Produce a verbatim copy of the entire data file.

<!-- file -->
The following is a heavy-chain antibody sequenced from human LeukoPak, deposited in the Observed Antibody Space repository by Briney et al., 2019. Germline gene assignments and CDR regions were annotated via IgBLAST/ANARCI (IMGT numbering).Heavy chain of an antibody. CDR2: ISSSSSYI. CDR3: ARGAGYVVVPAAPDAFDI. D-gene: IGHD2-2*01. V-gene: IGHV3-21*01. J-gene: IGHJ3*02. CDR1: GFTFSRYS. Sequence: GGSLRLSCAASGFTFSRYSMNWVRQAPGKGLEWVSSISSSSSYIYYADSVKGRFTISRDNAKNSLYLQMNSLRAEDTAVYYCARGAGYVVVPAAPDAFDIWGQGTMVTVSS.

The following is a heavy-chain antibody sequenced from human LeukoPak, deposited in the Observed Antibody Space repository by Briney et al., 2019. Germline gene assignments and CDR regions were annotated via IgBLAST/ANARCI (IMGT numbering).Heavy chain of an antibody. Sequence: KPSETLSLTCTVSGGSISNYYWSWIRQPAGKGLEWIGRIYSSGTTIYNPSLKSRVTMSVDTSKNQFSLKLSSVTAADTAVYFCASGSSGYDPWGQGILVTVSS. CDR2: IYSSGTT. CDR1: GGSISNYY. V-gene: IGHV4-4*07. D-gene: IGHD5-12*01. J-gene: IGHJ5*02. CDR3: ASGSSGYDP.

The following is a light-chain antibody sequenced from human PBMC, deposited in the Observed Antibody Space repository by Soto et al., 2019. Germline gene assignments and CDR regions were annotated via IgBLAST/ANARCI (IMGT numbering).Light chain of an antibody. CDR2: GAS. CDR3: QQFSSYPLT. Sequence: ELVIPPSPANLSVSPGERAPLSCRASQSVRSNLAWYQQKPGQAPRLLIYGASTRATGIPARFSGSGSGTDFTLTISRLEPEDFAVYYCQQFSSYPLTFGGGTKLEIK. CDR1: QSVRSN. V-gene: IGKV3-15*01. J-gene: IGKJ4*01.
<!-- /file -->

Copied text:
The following is a heavy-chain antibody sequenced from human LeukoPak, deposited in the Observed Antibody Space repository by Briney et al., 2019. Germline gene assignments and CDR regions were annotated via IgBLAST/ANARCI (IMGT numbering).Heavy chain of an antibody. CDR2: ISSSSSYI. CDR3: ARGAGYVVVPAAPDAFDI. D-gene: IGHD2-2*01. V-gene: IGHV3-21*01. J-gene: IGHJ3*02. CDR1: GFTFSRYS. Sequence: GGSLRLSCAASGFTFSRYSMNWVRQAPGKGLEWVSSISSSSSYIYYADSVKGRFTISRDNAKNSLYLQMNSLRAEDTAVYYCARGAGYVVVPAAPDAFDIWGQGTMVTVSS.

The following is a heavy-chain antibody sequenced from human LeukoPak, deposited in the Observed Antibody Space repository by Briney et al., 2019. Germline gene assignments and CDR regions were annotated via IgBLAST/ANARCI (IMGT numbering).Heavy chain of an antibody. Sequence: KPSETLSLTCTVSGGSISNYYWSWIRQPAGKGLEWIGRIYSSGTTIYNPSLKSRVTMSVDTSKNQFSLKLSSVTAADTAVYFCASGSSGYDPWGQGILVTVSS. CDR2: IYSSGTT. CDR1: GGSISNYY. V-gene: IGHV4-4*07. D-gene: IGHD5-12*01. J-gene: IGHJ5*02. CDR3: ASGSSGYDP.

The following is a light-chain antibody sequenced from human PBMC, deposited in the Observed Antibody Space repository by Soto et al., 2019. Germline gene assignments and CDR regions were annotated via IgBLAST/ANARCI (IMGT numbering).Light chain of an antibody. CDR2: GAS. CDR3: QQFSSYPLT. Sequence: ELVIPPSPANLSVSPGERAPLSCRASQSVRSNLAWYQQKPGQAPRLLIYGASTRATGIPARFSGSGSGTDFTLTISRLEPEDFAVYYCQQFSSYPLTFGGGTKLEIK. CDR1: QSVRSN. V-gene: IGKV3-15*01. J-gene: IGKJ4*01.